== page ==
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Sexual Assault Cold Case Program—Texas

The Dallas Police Department believes that justice is not served until crime victims are. The Department's Sexual Assault Unit created SEACAP (Sexual Assault Cold Case Program) to assist victims who were sexually assaulted during the 1970s and 1980s. The department understands that sexual assault is a life-changing event and that victims often need to know who attacked them before they can find a sense of safety or closure.

With DNA advances and the establishment of CODIS (Combined DNA Index System), technology now exists to solve sexual assault crimes committed by strangers. However, victims sexually assaulted in the 70s and 80s did not have the benefit of this technology to help identify their perpetrators. To assist victims, the unit will check the status of older cases at a victim's request. The following criteria must be met before law enforcement can conduct a cold case review:

  • The victim expresses interest in the status of the case.
  • The crime occurred between 1970 and 1990.      
  • The crime was reported to the Dallas Police Department.
  • The attacker was unknown.
  • A sexual assault examination was completed.
  • The police department took custody of a suspect's DNA source (e.g., condom, underwear).

Even though perpetrators cannot be prosecuted in cold cases because the statute of limitations has run out, the identification of sex offenders and the links to other cases can be valuable to the criminal justice system as well as to victims. The criminal justice system, for example, can use cold case DNA hits during parole eligibility hearings and the punishment phases of future criminal cases. Victims can write protest letters to parole boards regarding the release of their cold case offenders. This allows victims to have some power over the offender's future, even though the offender was not prosecuted for the victim's sexual assault.

It is important to note that the majority of the offenders identified through SEACAP were currently serving time in prison for unrelated crimes at the time of the cold hit.

The Dallas Police Department seeks to—

  • Help victims by providing them with answers to questions about their cold cases.
  • Solve cases and thus promote justice and empowerment for victims. For example, victims may request that the offender not be granted early release if the perpetrator is already serving time for another crime.

Making the Idea a Reality
This project was developed after victims asked about the status of their cases, some of which were almost 20 years old. As a result of the requests, the sergeant in charge of the Sexual Assault Unit pulled the old cases from archives and had DNA from the forensic exam kits analyzed and run through CODIS to find a match. After solving several cases this way, the unit developed SEACAP, which it introduced to the community with a press conference.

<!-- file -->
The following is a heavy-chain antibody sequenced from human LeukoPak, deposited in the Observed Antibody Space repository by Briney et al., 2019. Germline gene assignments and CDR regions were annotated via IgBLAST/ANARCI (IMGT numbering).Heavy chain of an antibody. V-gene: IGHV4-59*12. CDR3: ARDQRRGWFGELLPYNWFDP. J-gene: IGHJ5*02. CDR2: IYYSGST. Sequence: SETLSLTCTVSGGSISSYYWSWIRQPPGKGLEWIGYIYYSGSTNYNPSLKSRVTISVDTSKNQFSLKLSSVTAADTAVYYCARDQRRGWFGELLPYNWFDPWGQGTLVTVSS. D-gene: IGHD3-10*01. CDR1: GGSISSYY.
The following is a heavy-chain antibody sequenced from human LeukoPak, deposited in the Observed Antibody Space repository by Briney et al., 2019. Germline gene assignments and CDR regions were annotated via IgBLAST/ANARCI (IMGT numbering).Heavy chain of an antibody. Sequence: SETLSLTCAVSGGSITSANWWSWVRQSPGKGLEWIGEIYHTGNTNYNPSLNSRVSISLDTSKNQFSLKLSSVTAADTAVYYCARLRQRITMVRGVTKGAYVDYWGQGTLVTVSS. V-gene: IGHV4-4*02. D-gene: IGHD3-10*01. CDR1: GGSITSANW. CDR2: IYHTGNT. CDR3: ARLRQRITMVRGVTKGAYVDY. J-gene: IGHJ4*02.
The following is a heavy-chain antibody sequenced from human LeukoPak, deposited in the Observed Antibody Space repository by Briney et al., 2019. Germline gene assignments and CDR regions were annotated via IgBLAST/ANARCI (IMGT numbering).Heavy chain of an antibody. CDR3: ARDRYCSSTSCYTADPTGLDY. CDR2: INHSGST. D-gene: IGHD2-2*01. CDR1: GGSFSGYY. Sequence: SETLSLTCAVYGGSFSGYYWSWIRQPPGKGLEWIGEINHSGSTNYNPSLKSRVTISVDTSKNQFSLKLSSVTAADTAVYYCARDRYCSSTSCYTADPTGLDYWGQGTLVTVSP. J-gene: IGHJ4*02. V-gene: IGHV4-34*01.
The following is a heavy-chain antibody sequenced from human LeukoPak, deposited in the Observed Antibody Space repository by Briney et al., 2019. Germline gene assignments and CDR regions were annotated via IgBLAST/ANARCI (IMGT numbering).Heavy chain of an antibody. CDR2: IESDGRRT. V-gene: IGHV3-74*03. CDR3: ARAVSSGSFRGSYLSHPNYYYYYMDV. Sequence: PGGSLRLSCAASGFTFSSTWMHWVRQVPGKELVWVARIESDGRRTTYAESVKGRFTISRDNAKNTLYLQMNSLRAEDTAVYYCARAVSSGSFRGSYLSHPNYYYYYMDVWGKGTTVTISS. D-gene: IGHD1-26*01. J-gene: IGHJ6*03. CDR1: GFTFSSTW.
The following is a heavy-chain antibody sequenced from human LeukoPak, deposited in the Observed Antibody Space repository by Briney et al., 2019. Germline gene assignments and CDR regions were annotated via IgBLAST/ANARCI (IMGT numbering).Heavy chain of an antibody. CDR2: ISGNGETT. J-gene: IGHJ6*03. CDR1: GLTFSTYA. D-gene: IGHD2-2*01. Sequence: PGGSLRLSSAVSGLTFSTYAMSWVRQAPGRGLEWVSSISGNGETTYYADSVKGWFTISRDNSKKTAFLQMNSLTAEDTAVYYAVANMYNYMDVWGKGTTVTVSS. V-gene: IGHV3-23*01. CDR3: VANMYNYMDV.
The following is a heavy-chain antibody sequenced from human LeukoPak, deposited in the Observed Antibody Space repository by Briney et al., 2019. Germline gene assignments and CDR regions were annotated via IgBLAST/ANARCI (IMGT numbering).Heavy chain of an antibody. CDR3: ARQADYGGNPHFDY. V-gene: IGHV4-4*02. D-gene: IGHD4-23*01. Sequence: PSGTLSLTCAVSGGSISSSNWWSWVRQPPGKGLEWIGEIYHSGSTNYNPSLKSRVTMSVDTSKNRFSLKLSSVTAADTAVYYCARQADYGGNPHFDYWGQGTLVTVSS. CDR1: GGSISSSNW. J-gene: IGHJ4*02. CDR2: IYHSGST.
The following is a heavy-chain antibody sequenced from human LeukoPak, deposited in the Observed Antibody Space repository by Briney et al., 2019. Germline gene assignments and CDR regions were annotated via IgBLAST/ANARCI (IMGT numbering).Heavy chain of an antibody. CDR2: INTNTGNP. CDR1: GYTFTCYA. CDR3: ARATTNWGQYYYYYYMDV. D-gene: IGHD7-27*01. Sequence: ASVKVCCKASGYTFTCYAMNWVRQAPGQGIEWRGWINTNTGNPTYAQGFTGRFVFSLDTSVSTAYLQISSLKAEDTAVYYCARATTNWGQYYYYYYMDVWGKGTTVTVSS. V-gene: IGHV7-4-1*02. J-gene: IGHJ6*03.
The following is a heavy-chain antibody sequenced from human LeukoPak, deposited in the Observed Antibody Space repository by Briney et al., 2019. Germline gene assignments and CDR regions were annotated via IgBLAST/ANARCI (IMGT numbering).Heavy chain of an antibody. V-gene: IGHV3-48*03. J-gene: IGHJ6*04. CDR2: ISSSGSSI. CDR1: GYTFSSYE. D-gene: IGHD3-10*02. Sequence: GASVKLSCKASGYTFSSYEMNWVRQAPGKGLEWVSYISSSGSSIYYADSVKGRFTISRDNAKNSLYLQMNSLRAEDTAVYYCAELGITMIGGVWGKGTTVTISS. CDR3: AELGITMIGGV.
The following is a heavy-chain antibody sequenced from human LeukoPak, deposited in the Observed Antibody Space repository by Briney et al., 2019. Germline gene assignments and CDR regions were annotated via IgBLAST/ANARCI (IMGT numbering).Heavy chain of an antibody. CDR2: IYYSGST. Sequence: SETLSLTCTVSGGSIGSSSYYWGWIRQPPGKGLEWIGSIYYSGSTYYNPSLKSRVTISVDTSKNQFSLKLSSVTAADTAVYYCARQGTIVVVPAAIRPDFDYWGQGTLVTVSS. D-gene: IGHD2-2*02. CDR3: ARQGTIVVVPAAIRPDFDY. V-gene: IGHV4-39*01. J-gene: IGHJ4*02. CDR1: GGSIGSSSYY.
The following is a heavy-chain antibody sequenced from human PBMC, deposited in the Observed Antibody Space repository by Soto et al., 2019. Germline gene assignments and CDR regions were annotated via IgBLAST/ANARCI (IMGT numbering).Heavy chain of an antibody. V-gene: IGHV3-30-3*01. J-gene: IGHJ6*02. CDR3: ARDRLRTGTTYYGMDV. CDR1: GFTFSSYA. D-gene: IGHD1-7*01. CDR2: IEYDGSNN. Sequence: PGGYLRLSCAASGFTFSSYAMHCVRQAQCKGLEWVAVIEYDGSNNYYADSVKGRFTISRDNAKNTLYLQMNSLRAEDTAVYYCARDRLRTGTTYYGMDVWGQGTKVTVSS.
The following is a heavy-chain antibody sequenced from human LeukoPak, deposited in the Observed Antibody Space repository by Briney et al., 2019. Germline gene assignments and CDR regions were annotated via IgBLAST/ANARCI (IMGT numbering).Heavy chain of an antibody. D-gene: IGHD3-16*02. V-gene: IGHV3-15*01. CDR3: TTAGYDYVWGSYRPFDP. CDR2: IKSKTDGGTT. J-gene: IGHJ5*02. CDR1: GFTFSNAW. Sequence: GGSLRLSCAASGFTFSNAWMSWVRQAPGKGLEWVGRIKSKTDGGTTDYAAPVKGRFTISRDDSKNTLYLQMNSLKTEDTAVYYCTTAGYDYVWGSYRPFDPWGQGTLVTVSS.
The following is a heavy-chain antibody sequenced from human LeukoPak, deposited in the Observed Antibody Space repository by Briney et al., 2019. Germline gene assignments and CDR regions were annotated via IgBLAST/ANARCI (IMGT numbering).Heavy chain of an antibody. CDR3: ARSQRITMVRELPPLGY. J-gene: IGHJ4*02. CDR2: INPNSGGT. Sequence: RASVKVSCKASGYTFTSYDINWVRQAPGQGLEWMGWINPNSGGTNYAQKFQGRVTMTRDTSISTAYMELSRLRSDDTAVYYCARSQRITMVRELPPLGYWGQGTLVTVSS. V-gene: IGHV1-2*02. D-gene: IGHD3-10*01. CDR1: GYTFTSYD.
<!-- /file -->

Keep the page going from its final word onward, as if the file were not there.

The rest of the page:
SEACAP refers victims for counseling as needed and also facilitates a victim-driven cold case support group at the Dallas Police Department. The victim services coordinator at the police department and a counselor from a nonprofit agency facilitate the group, which began when 11 of the first 12 victims in SEACAP expressed interest in attending monthly support group meetings where they could share information in a safe, confidential environment.

Benefits to Victims
SEACAP empowers victims with information and helps to reduce their fears about their unknown attackers. When cases are solved, victims often feel great relief. Also, when offenders are denied early parole based on cold hits, SEACAP prevents future offenses and thus enhances public safety.

Benefits to Victim Service Professionals
SEACAP helps victim service professionals understand the long-term effects of unsolved sexual assaults on victims. Also, SEACAP gives service providers the satisfaction of assisting victims in a way that facilitates recovery.

Evaluation Efforts
One example of a positive outcome of the program is a case in which the identified offender had his parole rescinded as a result of letters and calls from the victim and the police department. The offender's incarceration was extended 3 years just a few months before he was scheduled to be released.

Other efforts need to be evaluated once this program has been in effect for a longer period of time.

Lessons Learned

  • The Dallas Police Department has learned that sexual assault victims suffer long-term trauma, and that service providers need to provide assistance, services, support, and validation long after a crime occurs.
  • SEACAP staff learned that reopening cold cases creates victim ambivalence. Many want their cases to be solved, but at the same time, mixed feelings and emotions emerge that may confuse victims. The Cold Case Unit established a cold case victim support group to help victims cope with ambivalence and concerns.
  • SEACAP has strengthened victims' sense of safety and security. Some victims have expressed how important it is for them to know that someone cares, particularly someone at the law enforcement level.

Contact Information
Crimes Against Persons Division: Victim Services
Dallas Police Department
Pat Keaton, M.A., LBSW, LPC–I
Victim Services Coordinator